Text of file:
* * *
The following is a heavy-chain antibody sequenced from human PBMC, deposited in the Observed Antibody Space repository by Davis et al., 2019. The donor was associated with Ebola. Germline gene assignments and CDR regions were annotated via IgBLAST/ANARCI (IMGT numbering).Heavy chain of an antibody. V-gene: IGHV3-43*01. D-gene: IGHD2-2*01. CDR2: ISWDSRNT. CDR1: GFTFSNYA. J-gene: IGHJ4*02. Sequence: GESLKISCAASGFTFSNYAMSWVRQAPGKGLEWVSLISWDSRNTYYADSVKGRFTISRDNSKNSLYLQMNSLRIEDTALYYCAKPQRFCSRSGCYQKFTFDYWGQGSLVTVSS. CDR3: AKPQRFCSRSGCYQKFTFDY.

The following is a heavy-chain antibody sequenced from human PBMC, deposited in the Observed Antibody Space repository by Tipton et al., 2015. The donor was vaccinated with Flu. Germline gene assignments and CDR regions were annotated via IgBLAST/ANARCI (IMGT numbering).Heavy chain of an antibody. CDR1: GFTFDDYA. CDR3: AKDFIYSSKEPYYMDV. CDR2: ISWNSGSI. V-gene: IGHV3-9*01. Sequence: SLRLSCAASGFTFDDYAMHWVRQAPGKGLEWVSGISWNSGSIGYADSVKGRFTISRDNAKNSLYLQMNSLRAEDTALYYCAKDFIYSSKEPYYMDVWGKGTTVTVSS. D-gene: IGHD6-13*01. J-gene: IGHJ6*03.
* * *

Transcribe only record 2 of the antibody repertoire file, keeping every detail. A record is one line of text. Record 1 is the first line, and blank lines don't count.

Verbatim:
The following is a heavy-chain antibody sequenced from human PBMC, deposited in the Observed Antibody Space repository by Tipton et al., 2015. The donor was vaccinated with Flu. Germline gene assignments and CDR regions were annotated via IgBLAST/ANARCI (IMGT numbering).Heavy chain of an antibody. CDR1: GFTFDDYA. CDR3: AKDFIYSSKEPYYMDV. CDR2: ISWNSGSI. V-gene: IGHV3-9*01. Sequence: SLRLSCAASGFTFDDYAMHWVRQAPGKGLEWVSGISWNSGSIGYADSVKGRFTISRDNAKNSLYLQMNSLRAEDTALYYCAKDFIYSSKEPYYMDVWGKGTTVTVSS. D-gene: IGHD6-13*01. J-gene: IGHJ6*03.